The study of groups' behaviors in conflicts has shown that societies favor the in-group, delegitimize the out-group, and provide explanations for members of society as to why the conflict erupted and how to cope with it. It has been claimed that societies share a psychological in-group repertoire, an ethos of conflict, and that they develop a culture of conflict. As part of societies' mechanisms, culture and fictional products - films, books and plays - have an important role in shaping the way people perceive, think and act in conflicts. Yet fictional texts, by their mere characteristics, provide a discourse which is more ambiguous and more equivocal: They speak in different voices, have many layers, and present the fictional reality in complex and even self-contradicting ways. There is therefore a contradiction between the role cultural texts supposedly have in an ethos of conflict, and the complex discourse they present. Looking at novels and films produced in Israel in the 1980s as a case study, the article shows that cultural products do not necessarily go in line with what one could expect from texts produced in a society in conflict. It is shown that in this particular case the cultural products provide a picture that resembles the ethos of conflict that will take the forefront 20 years later but not of the time in which they were produced. Three hypotheses are suggested in order to explain this gap.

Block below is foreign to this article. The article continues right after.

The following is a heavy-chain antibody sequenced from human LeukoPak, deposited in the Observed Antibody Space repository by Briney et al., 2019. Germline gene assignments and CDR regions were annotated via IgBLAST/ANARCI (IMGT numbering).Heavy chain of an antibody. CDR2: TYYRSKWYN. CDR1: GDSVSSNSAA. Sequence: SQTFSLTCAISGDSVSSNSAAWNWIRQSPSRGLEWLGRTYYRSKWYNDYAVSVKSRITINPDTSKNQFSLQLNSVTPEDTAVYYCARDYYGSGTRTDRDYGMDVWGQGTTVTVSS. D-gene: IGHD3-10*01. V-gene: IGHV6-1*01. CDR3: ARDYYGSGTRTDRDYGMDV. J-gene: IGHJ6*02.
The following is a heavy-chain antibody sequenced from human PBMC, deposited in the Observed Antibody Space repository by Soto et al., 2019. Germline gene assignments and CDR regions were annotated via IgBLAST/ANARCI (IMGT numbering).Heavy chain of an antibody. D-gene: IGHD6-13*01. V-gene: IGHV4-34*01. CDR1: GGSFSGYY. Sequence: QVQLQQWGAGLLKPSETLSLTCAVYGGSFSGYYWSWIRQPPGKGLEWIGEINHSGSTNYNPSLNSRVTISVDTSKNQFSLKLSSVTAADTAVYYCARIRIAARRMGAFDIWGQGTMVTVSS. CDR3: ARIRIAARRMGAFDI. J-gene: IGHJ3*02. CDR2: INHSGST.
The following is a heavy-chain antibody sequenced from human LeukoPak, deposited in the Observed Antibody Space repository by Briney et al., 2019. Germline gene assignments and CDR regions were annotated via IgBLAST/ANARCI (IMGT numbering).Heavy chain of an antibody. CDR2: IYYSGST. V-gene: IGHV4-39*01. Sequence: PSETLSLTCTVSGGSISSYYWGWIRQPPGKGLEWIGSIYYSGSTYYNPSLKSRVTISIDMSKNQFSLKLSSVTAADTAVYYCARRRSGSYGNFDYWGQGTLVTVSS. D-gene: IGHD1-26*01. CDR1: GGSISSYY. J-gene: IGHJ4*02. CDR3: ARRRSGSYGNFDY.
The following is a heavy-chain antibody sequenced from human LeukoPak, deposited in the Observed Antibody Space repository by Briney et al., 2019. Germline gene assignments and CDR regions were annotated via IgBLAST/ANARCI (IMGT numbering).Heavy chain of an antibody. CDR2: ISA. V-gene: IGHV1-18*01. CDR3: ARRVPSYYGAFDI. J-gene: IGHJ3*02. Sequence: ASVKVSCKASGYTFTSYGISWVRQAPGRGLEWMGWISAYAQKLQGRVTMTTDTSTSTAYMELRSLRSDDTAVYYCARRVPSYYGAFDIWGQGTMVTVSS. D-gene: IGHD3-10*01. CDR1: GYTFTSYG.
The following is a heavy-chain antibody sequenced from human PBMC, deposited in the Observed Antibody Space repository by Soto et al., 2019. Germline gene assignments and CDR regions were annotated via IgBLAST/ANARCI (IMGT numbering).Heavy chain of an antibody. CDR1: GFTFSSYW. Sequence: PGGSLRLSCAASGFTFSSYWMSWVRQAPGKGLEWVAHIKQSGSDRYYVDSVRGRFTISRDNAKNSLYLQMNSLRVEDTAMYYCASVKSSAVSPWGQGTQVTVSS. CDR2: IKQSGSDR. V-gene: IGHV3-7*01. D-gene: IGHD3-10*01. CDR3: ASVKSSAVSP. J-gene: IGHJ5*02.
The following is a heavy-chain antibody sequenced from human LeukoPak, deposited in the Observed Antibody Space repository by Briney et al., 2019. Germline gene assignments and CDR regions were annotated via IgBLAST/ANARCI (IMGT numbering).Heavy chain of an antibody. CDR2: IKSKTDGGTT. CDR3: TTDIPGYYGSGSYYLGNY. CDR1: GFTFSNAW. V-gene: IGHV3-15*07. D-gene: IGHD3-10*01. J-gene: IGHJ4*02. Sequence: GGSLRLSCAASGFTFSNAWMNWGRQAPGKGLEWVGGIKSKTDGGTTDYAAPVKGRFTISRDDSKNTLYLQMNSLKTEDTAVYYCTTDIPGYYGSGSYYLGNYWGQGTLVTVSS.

|Original language||American English|
|Number of pages||21|
|Journal||Peace and Conflict Studies|
|State||Published - 2014|